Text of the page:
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Can China continue feeding itself ? the impact of climate change on agriculture

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  • Wang, Jinxia
  • Mendelsohn, Robert
  • Dinar, Ariel
  • Huang, Jikun
  • Rozelle, Scott
  • Zhang, Lijuan

Abstract

Several studies addressing the supply and demand for food in China suggest that the nation can largely meet its needs in the coming decades. However, these studies do not consider the effects of climate change. This paper examines whether near future expected changes in climate are likely to alter this picture. The authors analyze the effect of temperature and precipitation on net crop revenues using a cross section consisting of both rainfed and irrigated farms. Based on survey data from 8,405 households across 28 provinces, the results of the Ricardian analysis demonstrate that global warming is likely to be harmful to China but the impacts are likely to be very different in each region. The mid latitude region of China may benefit from warming but the southern and northern regions are likely to be damaged by warming. More precipitation is beneficial to Chinese farmers except in the wet southeast. Irrigated and rainfed farmers have similar responses to precipitation but not to temperature. Warmer temperatures may benefit irrigated farms but they are likely to harm rainfed farms. Finally, seasonal effects vary and are offsetting. Although we were able to measure the direct effect of precipitation and temperature, we could not capture the effects of change in water flow which will be very important in China. Can China continue feeding itself if climate changes? Based on the empirical results, the likely gains realized by some farmers will nearly offset the losses that will occur to other farmers in China. If future climate scenarios lead to significant reductions in water, there may be large damages not addressed in this study.

Suggested Citation

  • Wang, Jinxia & Mendelsohn, Robert & Dinar, Ariel & Huang, Jikun & Rozelle, Scott & Zhang, Lijuan, 2008. "Can China continue feeding itself ? the impact of climate change on agriculture," Policy Research Working Paper Series 4470, The World Bank.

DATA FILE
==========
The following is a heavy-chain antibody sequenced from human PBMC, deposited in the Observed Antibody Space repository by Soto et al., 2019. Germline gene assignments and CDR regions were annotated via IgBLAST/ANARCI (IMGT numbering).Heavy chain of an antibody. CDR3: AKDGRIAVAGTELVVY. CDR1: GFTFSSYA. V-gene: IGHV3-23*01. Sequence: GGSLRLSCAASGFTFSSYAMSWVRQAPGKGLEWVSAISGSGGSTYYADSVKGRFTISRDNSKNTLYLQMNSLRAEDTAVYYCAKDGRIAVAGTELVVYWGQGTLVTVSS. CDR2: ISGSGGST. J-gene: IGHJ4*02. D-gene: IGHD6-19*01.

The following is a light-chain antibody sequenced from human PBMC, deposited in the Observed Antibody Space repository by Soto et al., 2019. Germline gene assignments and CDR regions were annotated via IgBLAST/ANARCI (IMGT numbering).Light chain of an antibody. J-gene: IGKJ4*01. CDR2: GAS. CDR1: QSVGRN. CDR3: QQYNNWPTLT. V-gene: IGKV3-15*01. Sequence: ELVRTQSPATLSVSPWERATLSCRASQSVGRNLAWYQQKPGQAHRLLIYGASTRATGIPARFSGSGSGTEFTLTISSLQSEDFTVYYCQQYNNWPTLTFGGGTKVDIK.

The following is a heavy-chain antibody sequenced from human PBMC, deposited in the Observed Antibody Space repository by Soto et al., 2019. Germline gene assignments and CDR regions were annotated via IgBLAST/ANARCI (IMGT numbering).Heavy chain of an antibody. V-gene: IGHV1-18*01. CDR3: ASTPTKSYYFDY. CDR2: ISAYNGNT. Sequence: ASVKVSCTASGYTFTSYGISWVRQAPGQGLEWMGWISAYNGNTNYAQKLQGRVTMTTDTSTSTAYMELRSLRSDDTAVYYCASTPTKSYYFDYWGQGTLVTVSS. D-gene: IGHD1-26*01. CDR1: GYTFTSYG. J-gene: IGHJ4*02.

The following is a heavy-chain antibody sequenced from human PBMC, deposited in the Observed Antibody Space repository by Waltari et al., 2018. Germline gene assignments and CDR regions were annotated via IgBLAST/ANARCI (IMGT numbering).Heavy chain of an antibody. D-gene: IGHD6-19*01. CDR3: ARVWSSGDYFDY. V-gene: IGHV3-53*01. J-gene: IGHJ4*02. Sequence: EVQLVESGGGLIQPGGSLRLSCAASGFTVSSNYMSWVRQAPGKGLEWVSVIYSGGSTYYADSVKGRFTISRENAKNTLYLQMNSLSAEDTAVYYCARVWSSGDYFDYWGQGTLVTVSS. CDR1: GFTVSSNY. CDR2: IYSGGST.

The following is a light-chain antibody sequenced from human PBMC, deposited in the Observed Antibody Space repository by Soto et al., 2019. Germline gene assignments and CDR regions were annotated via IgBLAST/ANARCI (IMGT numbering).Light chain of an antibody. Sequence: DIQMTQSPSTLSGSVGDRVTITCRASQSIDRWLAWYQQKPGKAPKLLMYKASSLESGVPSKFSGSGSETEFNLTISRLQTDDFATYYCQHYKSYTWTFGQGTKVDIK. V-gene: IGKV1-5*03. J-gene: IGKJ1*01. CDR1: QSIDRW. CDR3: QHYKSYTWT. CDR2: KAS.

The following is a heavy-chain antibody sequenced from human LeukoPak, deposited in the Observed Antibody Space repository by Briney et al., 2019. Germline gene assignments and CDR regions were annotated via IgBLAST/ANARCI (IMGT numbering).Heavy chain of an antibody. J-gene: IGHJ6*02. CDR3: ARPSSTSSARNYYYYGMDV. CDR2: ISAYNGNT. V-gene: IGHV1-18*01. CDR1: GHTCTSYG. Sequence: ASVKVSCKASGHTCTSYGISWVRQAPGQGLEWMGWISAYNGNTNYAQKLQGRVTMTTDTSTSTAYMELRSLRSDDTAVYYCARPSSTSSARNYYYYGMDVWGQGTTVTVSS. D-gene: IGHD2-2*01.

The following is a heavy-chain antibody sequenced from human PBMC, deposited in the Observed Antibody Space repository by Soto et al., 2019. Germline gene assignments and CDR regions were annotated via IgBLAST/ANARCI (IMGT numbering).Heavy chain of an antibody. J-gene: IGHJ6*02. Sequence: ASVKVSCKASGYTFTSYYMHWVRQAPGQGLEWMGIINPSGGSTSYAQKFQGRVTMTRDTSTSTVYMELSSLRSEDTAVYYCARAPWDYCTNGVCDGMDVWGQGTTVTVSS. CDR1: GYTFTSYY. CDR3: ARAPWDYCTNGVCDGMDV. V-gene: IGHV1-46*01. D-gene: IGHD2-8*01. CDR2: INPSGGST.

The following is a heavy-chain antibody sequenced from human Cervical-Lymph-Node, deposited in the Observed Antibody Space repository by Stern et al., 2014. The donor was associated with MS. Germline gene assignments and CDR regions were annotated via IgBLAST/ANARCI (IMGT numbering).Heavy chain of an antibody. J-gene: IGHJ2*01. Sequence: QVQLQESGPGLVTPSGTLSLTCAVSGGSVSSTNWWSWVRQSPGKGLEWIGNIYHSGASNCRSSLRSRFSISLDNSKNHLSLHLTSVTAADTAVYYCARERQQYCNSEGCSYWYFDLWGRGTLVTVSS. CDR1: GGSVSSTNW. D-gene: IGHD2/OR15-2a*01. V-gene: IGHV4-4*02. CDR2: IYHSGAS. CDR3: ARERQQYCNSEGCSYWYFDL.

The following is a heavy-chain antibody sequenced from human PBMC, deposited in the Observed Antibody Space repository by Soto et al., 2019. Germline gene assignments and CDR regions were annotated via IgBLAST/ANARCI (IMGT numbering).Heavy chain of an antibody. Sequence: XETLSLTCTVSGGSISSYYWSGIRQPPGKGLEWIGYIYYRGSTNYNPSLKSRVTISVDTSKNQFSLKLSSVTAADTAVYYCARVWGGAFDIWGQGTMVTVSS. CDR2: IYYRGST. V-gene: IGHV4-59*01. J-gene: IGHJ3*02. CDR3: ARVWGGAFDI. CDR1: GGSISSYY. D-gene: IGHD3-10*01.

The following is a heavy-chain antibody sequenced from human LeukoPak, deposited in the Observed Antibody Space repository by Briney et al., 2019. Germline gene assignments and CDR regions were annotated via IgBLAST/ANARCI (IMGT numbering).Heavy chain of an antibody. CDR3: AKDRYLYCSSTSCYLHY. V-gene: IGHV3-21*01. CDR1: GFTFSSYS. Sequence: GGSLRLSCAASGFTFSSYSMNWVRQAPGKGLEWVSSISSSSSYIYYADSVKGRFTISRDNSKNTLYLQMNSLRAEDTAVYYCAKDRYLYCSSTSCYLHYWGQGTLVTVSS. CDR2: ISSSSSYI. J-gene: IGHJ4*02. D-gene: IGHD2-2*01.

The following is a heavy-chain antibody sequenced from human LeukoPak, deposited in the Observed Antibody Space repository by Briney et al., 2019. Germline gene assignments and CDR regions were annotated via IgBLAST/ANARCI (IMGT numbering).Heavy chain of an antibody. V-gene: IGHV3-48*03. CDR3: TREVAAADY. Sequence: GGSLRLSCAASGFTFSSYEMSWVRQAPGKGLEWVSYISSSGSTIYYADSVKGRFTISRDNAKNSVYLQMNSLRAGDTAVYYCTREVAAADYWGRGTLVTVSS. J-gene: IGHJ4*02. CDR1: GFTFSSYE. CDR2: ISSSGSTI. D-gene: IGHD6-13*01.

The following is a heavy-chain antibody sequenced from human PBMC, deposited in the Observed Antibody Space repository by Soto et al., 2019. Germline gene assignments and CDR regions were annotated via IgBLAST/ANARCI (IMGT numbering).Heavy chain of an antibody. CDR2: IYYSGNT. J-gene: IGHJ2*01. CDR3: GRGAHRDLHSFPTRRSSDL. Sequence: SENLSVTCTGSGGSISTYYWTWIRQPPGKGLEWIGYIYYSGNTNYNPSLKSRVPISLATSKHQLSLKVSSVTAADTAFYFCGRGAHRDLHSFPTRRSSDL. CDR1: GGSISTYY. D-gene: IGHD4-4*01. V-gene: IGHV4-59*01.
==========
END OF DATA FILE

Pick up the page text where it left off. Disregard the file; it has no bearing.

• Handle: RePEc:wbk:wbrwps:4470
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    References listed on IDEAS

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    Cited by:

    1. Zeynep K. Hansen & Gary D. Libecap & Scott E. Lowe, 2011. "Climate Variability and Water Infrastructure: Historical Experience in the Western United States," NBER Chapters,in: The Economics of Climate Change: Adaptations Past and Present, pages 253-280 National Bureau of Economic Research, Inc.
    2. Pinki Mondal & Meha Jain & Andrew Robertson & Gillian Galford & Christopher Small & Ruth DeFries, 2014. "Winter crop sensitivity to inter-annual climate variability in central India," Climatic Change, Springer, vol. 126(1), pages 61-76, September.
    3. Wang, Jinxia & Mendelsohn, Robert & Dinar, Ariel & Huang, Jikun, 2008. "How China's farmers adapt to climate change," Policy Research Working Paper Series 4758, The World Bank.
    4. Zhai, Fan & Lin, Tun & Byambadorj, Enerelt, 2009. "A General Equilibrium Analysis of the Impact of Climate Change on Agriculture in the People’s Republic of China," Asian Development Review, Asian Development Bank, vol. 26(1), pages 206-225.
    5. Eskander, Shaikh & Barbier, Edward, 2016. "Adaptation to Natural Disasters Through the Agricultural Land Rental Market: Evidence from Bangladesh," 2016 Annual Meeting, July 31-August 2, 2016, Boston, Massachusetts 235648, Agricultural and Applied Economics Association.
    6. Hansen, James M. & Tuan, Francis C. & Somwaru, Agapi, 2012. "Climate Change and The Uncertainty of CO2 Fertilization: Possible Effects on China's Grain Trade," 2012 Conference, August 18-24, 2012, Foz do Iguacu, Brazil 126878, International Association of Agricultural Economists.
    7. Seo, Niggol & Mendelsohn, Robert & Dinar, Ariel & Kurukulasuriya, Pradeep & Hassan, Rashid, 2008. "Long-term adaptation : selecting farm types across agro-ecological zones in Africa," Policy Research Working Paper Series 4602, The World Bank.
    8. Auffhammer, Maximilian & Schlenker, Wolfram, 2014. "Empirical studies on agricultural impacts and adaptation," Energy Economics, Elsevier, vol. 46(C), pages 555-561.
    9. Oussama Zouabi & Mohamed Kadria, 2016. "The direct and indirect effect of climate change on citrus production in Tunisia: a macro and micro spatial analysis," Climatic Change, Springer, vol. 139(2), pages 307-324, November.
    10. Kondwani Msowoya & Kaveh Madani & Rahman Davtalab & Ali Mirchi & Jay R. Lund, 2016. "Climate Change Impacts on Maize Production in the Warm Heart of Africa," Water Resources Management: An International Journal, Published for the European Water Resources Association (EWRA), Springer;European Water Resources Association (EWRA), vol. 30(14), pages 5299-5312, November.
    11. Independent Evaluation Group, 2011. "Growth and Productivity in Agriculture and Agribusiness : Evaluative Lessons from World Bank Group Experience," World Bank Publications, The World Bank, number 2279, April.

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    Keywords

    Climate Change; Crops&Crop Management Systems; Global Environment Facility; Common Property Resource Development; Rural Development Knowledge&Information Systems;

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